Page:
Open Quantum Systems: Liouville-space field theory

 

Lecture details

The lecture will be given by Professor Wegewijs.

Prerequisites:

quantum mechanics and statistical mechanics
second quantization + Wick theorem
suitable for students in the first Master semester

Topics:

The course develops quantum-field theoretical techniques for addressing open quantum systems out of equilibrium within a density-operator approach. Examples of such systems range from quantum dots realized in nanoscale devices (atoms, molecules, heterostructures) to quantum-information processing setups (e.g., readout-devices). Such open quantum systems can be strongly coupled to their environments and can be subject to external time-dependent driving, resulting, e.g., in pumping phenomena. This requires a systematic account of higher-order coupling effects and memory effects beyond the standard Born-Markov approximation. A general framework for performing such calculations is set up and is illustrated, focusing on transport problems involving quantum dots coupled to normal metal electrodes or ferromagnets.

The density operator approach has wide applicability and is used in particular by researchers working on quantum transport through strongly interacting systems as well as quantum information. A central notion is that of Liouville space, the space of physical mixed states of a quantum system coupled to (possibly competing) environments. The Liouville-space formalism that is presented provides a physically elegant and a technically efficient way of "importing" the usual techniques of quantum mechanics and field theory (which apply only to wave vectors) such that they also apply to density operators.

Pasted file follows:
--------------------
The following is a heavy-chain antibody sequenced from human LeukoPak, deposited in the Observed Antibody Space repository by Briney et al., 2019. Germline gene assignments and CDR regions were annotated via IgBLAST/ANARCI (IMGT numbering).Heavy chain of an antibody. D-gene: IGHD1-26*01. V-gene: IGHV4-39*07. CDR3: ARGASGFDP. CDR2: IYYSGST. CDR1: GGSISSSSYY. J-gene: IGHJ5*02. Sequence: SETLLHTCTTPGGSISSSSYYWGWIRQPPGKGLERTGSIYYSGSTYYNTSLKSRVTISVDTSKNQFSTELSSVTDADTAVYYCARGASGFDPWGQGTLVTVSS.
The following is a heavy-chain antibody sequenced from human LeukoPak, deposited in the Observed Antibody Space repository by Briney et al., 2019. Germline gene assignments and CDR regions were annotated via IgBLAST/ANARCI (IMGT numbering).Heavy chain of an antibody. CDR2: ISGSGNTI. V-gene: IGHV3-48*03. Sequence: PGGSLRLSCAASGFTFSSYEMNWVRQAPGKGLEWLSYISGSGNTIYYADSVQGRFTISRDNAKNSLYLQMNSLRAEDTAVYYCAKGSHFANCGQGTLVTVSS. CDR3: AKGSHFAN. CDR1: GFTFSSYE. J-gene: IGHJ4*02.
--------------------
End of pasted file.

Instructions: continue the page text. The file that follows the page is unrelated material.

Basic topics:
- Liouville space formalism: physical density operators, superoperators, bra-ket formalism in Liouville space
- Quantum field operators for mixed states: second quantization and Wick-theorem in Liouville space
- Generalized quantum master equations for the density operator
- Symmetries for open quantum systems and superselection rules
- Diagrammatic perturbation theory time-evolution kernels: real-time and frequency space formulations, "Born-Markov" expansion, adiabatic expansion for time-dependently driven systems
- Transport of charge, spin and energy through quantum dots

Advanced topics introduced:
- Counting-statistics: calculation of distribution of 2-point measurement outcomes from a "counting-field" density operator, time-reversal and nonequilibrium fluctuation relations that quantify violation of thermodynamical laws
- Transient time-dependent decay after a parameter "quench"
- Adiabatic pumping of charge, spin and energy
- Renormalization of perturbation theory: exact resummation of "infinite-temperature" contributions leads to huge simplifications
- Renormalization group flow: real-time RG for nonequilibrium to access low-temperature and strong coupling to reservoirs

First lecture: Wednesday, April 13th: 2.15pm – 3.45pm Modulbau 2, Room MB2 102 (this is an office!).
Campus place + time are PLACEHOLDERS !


Note: The regular lecture and exercise class time and place will be optimally rescheduled based on the participants preferences.
Please contact Maarten Wegewijs if you cannot make it to the first lecture.

For the time schedule, you can also refer to the university calendar:

Time Schedule:

Time Room Start

Wed. 2.15pm - 3.45pm

4273 (MBP2 116)

13.04.2016 (14 dates)

Fri. 8.45am - 9.30am

4273 (MBP2 117)

15.04.2016 (14 dates)